File photo: Marit Hommedal/NTB Scanpix
All teachers emplyed by the city's municipality will follow the program, which begins after the school summer holidays and includes a number of classes and exercises.
“We have been waiting to get this issue on the agenda.There are certain things lacking at the schools and we have been wondering what kind of procedures we need. It's important, because this is something that could happen at any time,” Stein Endresen, outgoing headteacher at Kannik Secondary School in Stavanger, told NRK.
“Learning to read and write is important, but saving lives is even more important. I'm in support, so let's see what is going to be offered,” Frøydis Anthonsen, headteacher at Nylund School, told the broadcaster.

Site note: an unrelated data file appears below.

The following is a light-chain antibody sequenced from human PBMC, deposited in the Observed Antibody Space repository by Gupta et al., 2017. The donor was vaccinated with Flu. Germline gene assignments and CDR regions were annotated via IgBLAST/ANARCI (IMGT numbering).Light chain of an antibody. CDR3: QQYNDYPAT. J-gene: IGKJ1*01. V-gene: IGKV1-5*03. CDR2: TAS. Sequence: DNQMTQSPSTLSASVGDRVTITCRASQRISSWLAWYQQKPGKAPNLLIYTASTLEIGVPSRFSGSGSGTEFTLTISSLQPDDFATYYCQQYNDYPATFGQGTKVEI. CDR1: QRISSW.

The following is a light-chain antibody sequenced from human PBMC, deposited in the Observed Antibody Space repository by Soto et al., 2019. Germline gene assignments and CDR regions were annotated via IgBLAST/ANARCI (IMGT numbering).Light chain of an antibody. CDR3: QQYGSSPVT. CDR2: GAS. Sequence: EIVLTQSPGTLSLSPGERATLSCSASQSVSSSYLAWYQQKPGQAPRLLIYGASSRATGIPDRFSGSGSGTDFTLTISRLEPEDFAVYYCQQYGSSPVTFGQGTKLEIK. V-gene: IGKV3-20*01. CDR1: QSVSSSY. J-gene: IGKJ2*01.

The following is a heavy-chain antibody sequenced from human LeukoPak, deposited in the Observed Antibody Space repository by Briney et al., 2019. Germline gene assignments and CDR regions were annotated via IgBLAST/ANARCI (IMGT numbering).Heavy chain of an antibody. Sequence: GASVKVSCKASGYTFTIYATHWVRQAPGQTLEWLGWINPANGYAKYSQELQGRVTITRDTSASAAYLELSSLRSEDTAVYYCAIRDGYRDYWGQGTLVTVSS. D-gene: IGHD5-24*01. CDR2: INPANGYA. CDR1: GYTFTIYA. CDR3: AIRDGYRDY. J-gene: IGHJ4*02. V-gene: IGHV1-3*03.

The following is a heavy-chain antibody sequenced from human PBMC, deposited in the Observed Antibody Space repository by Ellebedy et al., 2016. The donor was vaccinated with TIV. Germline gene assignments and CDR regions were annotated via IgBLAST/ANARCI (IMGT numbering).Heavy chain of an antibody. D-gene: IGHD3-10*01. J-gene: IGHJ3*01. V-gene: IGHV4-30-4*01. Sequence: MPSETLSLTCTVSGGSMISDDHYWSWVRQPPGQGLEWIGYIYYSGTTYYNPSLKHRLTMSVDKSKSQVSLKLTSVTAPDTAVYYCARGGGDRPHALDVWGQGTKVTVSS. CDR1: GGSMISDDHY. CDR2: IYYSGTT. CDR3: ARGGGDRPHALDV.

Stavanger Municipality's schools director Jørn Pedersen told NRK that schools must prepare themselves for serious incidents that can happen at any momnet.
“We will provide a series of courses for all schools, where we present contingency plans for situations like school shootings. This will be concluded with a drill for the schools,” said Pedersen.
Response drills for shootings are common in the United States, where school shottings are a frequent occurrence. Norway's most high profile mass shooting is by far the 2011 Utøya massacre carried out by right-wing extremist Anders Behring Breivik, who killed 77 people attending a summer camp, most aged 18 or under.
“There's an ongoing debate about this in society. Fortunately, we have limited experience with this kind of thing in Norway. We've had situations where we've feared something might happen, so it's important to have clear procedures,” Pedersen told NRK.